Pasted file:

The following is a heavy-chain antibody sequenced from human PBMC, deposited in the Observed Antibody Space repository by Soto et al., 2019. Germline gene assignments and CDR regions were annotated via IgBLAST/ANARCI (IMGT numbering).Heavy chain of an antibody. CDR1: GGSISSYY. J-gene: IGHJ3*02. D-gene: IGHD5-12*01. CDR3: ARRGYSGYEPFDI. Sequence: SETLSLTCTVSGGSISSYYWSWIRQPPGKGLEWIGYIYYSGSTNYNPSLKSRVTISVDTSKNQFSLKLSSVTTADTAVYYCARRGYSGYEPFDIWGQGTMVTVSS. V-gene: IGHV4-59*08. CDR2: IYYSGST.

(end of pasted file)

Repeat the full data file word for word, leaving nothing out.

The following is a heavy-chain antibody sequenced from human PBMC, deposited in the Observed Antibody Space repository by Soto et al., 2019. Germline gene assignments and CDR regions were annotated via IgBLAST/ANARCI (IMGT numbering).Heavy chain of an antibody. CDR1: GGSISSYY. J-gene: IGHJ3*02. D-gene: IGHD5-12*01. CDR3: ARRGYSGYEPFDI. Sequence: SETLSLTCTVSGGSISSYYWSWIRQPPGKGLEWIGYIYYSGSTNYNPSLKSRVTISVDTSKNQFSLKLSSVTTADTAVYYCARRGYSGYEPFDIWGQGTMVTVSS. V-gene: IGHV4-59*08. CDR2: IYYSGST.